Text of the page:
The Global Market for Electric Vehicles
Baumgartner, William, Gross, Andrew, Business Economics
Worldwide sales of electric vehicles are slated to increase at the rate of sixty percent per annum in the coming years. We project global sales of more than one million such vehicles valued at $24 billion in the year 2007. The number of such vehicles on the roads of six continents that year should reach the four million mark. Most of the units will be cars and light trucks, though a growing number of buses and sanitation trucks will be evident as well. Despite rapid growth, electric vehicles as a whole will constitute only 1.5 percent of global motor vehicle production in 2007 and only 0.5 percent of the worldwide number of motor vehicles on the road in that year. Clearly, we are looking at a narrow, albeit fast-growing market.
The majority of electric vehicles produced in the next seven years will be battery-powered, but the other two categories--hybrid and fuel-cell powered--will be growing faster by the second half of this decade. Political pressure and legislative mandates, in response to environmental issues, will be key influences. The electric vehicles will be used primarily in densely populated, heavy traffic, and hence poor air-quality areas such as the California, selected West European capitals, Tokyo, and possibly Bangkok, Mexico City, and Sao Paulo. Electric vehicles ultimately must compete on the basis of economics and technical performance with gasoline, diesel, and even natural gas-powered vehicles and will require a significant amount of supporting infrastructure. Since production is still minimal and since the path of regulation is not clear, forecasts here are more tentative than for other markets and industries.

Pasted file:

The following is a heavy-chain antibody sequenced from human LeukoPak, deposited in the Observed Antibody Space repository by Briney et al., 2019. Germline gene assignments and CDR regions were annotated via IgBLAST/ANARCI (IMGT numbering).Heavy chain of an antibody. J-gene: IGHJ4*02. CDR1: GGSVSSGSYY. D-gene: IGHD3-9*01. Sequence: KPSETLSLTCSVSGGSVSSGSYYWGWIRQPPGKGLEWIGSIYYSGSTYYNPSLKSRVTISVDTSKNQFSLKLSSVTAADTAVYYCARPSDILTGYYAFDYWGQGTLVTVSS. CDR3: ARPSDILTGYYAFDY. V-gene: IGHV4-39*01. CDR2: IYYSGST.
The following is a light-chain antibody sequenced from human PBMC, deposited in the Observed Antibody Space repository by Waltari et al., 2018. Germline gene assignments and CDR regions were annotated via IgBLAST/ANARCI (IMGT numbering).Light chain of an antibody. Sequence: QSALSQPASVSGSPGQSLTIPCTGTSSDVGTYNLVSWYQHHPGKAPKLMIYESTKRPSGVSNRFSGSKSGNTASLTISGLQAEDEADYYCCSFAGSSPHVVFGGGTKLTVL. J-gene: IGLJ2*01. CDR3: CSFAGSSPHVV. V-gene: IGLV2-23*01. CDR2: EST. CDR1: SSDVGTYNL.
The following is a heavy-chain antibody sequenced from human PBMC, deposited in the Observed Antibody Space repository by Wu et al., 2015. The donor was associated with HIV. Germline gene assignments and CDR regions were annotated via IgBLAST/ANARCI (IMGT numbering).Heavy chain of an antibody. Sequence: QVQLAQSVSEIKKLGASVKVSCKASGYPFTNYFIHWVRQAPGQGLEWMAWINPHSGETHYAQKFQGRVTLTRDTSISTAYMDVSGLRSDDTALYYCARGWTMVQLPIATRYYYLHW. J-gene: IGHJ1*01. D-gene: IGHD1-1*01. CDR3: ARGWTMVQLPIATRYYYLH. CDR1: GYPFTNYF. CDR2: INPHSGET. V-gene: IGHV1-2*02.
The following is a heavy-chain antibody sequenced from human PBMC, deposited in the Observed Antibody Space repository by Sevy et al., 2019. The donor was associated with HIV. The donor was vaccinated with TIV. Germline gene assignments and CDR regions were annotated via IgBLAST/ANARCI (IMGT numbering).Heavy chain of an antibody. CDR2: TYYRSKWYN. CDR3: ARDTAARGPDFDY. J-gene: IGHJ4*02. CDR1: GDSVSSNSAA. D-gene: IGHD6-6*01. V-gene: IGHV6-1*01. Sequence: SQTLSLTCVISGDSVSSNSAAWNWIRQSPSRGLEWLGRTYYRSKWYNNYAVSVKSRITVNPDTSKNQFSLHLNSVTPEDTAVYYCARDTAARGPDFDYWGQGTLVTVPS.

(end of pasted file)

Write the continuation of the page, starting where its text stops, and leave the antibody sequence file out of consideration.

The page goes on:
The Physical Environment--Key Issues
A continuing global concern into the twenty-first century is the reduction of airborne pollutants, especially in large urban centers. Industrial emissions and motor vehicle exhausts have been identified as major contributors. There is consensus that air pollution is easier to control from large central sources such as electric power plants than from millions of individual vehicles. Hence, pressure is building to control emissions from electricity generation and to use electric power for vehicles.
The likely impact on air pollution levels by switching to electric vehicles remains in dispute. For example, a major study in England published in the late 1990s. concluded that hydrocarbons resulting from electric vehicle operations would be less than that from gasoline, natural gas, or ethanol-fueled vehicles; the same as that from biodiesel-fueled vehicles; and, greater than that from conventional diesel and liquid propane gas fuel vehicles. In contrast, a U.S. study, done at the same time, concluded that a substitution of a half-million electric cars and light trucks for vehicles powered by fossil fuels would result in little or no reduction in peak ozone levels in Los Angeles or New York City. However, a key assumption in the latter study was the increasing use of "cleaner" fossil fuels and "cleaner" traditional vehicles.
Finally, much debated and still unresolved is the issue of increased pollution that might result from production of the massive batteries required for electric vehicles. The manufacture of lead-acid batteries--still the major battery type as of now--entails increases in lead production. Such batteries would need to be recycled at some point and that could release large quantities of toxic lead. Shifting the recycling activity from Western nations to countries with less stringent regulations--such as Taiwan--is a temporary solution at best. A recent study from Calstart, a nonprofit California consortium, recommends that a deposit of about $125 be levied on light-duty electric vehicle batteries to ensure their return and recycling. It is not surprising that large auto manufacturers are now moving toward new kinds of batteries (nickel-cadmium, lithium, zinc-air, etc.), though some of these still pose environmental hazards. …